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A gigantic cargo ship once crowned the fastest in the world and then gutted by Nazi pirates is now a venue for Philadelphians to drink and have parties.
Docked in the Delaware River just south of Spruce Street, the Moshulu is a 115-year-old seafaring vessel that traveled the world for decades to transport grain, coal, coke and nitrate, among other heavy goods.
It’s lived everywhere from Norway to Australia and Chile to Mexico, but now the murky urban waterway is its permanent home. On and off since 1975, the ship has been incarnated as an upscale bar, restaurant, club and event venue — a rare fate for a boat of its size.
There probably aren’t more than five Tall Ships in the world that now operate as a bar or restaurant, according to Craig Bruns, chief curator at the Independence Seaport Museum.
The Moshulu, which will launch a brand new bar and lounge in mid-September, is something of a local legend. It’s appeared in movies like Rocky and The Godfather Part II. And now, 50 years after the Clean Water Act purified the Delaware River, development has surged along the banks — bringing a fresh audience to the Moshulu’s doorstep.
So how’d a historic 3,000-ton barge turn into a staple of the Philly waterfront?
“This ship can tell a million tales,” said Jake Wade, who was general manager of the Moshulu for 10 years. “I wish I knew them all.”
‘The apex of its time’
Born in Scotland in 1904, the ship was first named Kurt — and at that time, it was state of the art.
“If you’re going to be doing [shipping], you want the best equipment that’s going to make you the most money and be the fastest to get things to the market,” explained Bruns, of the Seaport Museum. “This is the apex of its time.”
The waterborne chariot has changed hands a few times since its creation. In 1917, during World War I, the U.S. seized it. As the story goes, then-First Lady Edith Wilson personally renamed it Moshulu to honor a Native American tribe. It means the “one who fears nothing.”
As an American hulk, the Moshulu transported lumber and lived mostly in California and Washington. For a while, it sat dormant due to the advent of faster steam ships.
In 1935 Finland bought the thing. Four years later, it won the Great Grain Race of 1939 — determined the fastest cargo ship in the world after transporting grain from Australia to the United Kingdom in *checks notes* just 100 days.
At the height of World War II, Nazi pirates got ahold of the ship. They captured and gutted the historic boat, turning it into what was essentially a floating warehouse to store war supplies.
Luckily, the story does not end there. The Moshulu was bought again by Finland in the late 1940s, then purchased by the U.S. in 1974. That’s when the celebrated ship finally moved to the greatest city in the world and began calling Penn’s Landing its home.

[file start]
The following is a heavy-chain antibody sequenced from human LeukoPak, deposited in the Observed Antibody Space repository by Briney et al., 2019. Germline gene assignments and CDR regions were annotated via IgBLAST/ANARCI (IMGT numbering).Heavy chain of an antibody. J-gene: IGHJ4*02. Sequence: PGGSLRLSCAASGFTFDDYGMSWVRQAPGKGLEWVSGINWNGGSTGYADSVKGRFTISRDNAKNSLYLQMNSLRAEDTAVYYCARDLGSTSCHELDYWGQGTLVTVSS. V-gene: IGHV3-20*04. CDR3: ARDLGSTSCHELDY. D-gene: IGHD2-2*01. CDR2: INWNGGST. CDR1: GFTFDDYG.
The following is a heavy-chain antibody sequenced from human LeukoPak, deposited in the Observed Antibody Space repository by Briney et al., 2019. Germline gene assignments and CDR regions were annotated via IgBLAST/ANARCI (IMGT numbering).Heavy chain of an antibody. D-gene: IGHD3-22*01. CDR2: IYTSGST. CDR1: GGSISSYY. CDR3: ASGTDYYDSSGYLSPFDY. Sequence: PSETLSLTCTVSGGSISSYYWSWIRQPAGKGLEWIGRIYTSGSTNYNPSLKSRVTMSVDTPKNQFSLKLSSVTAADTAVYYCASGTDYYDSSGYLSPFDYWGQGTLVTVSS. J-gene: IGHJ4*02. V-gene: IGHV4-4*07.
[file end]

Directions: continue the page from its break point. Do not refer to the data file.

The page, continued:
“It survives from a time of this golden age, from this pinnacle of sailing ships,” Bruns said. “It’s also a deep part of Philadelphia’s history now.”
From loading dock to lounge deck
The massive sailboat is pretty marvelous to observe. With a steel hull, four levels and masts that reach 21 stories into the sky, the Moshulu feels almost all-consuming when you stand before it. In its prime, it could hold thousands of tons of cargo, which were dropped in via giant openings on the top deck.
Now, those are skylights that illuminate the restaurant on the first floor.
Other adaptations have been made. Both the port and starboard decks are outfitted with lounge chairs to take in the view. The original steering wheel has been moved inside, where it sits in a laudatory frame, and replaced with a less fragile version. And the chart house — where captains of yesteryear planned their routes — is a bar.
“It’s a toast to those who got the boat here,” joked former GM Wade.
With so much space, the Moshulu hosts tons of events — often at the same time. There are roughly 65 weddings on board every year, Wade said, plus regular dinners, dances, corporate events and Eagles watch parties.
“You could have a press event, a wedding, a late-night DJ event with people standing on stilts and hanging from the masts…all going on at the same time,” Wade said. “It gets crazy.”
When dinner is ruined by a hurricane
The veteran hospitality pro said there are several unique challenges that come along with managing the Moshulu. It can be disorienting to work an eight-hour shift on board a floating vessel — especially when you consider changing tides.
The job takes some special maritime knowledge. It’s important to monitor the wind and rain, just in case staff has to pull down the tents that are strapped above the deck.
And extreme weather — like the heavy rains brought by Hurricane Sandy in 2012 — can threaten the ship’s peaceful existence.
There’s a giant iron cube that holds the boat in place, and it came undone during high storm tide. Emergency staff had to come out in tug boats and hold everything together until the situation subsided.
“We got so lucky,” Wade said. “When the tide finally went down, [the iron] went right back into place. I don’t even know how it went right back into place.”
It’s not always easy to run a waterborne dining and drinking destination. The current task falls to Fearless Restaurants, the Marty Grims outfit that also operates White Dog Cafe and Louie Louie in University City, among other spots.
From the perspective of preservationists like Bruns, the payoff is huge. “It’s very expensive to maintain ships,” he said. “You need to have some sort of income. That is a very real, very sobering truth.”
He added: “If you’re able to impart the story of the ship itself while people are eating aboard, all the better.”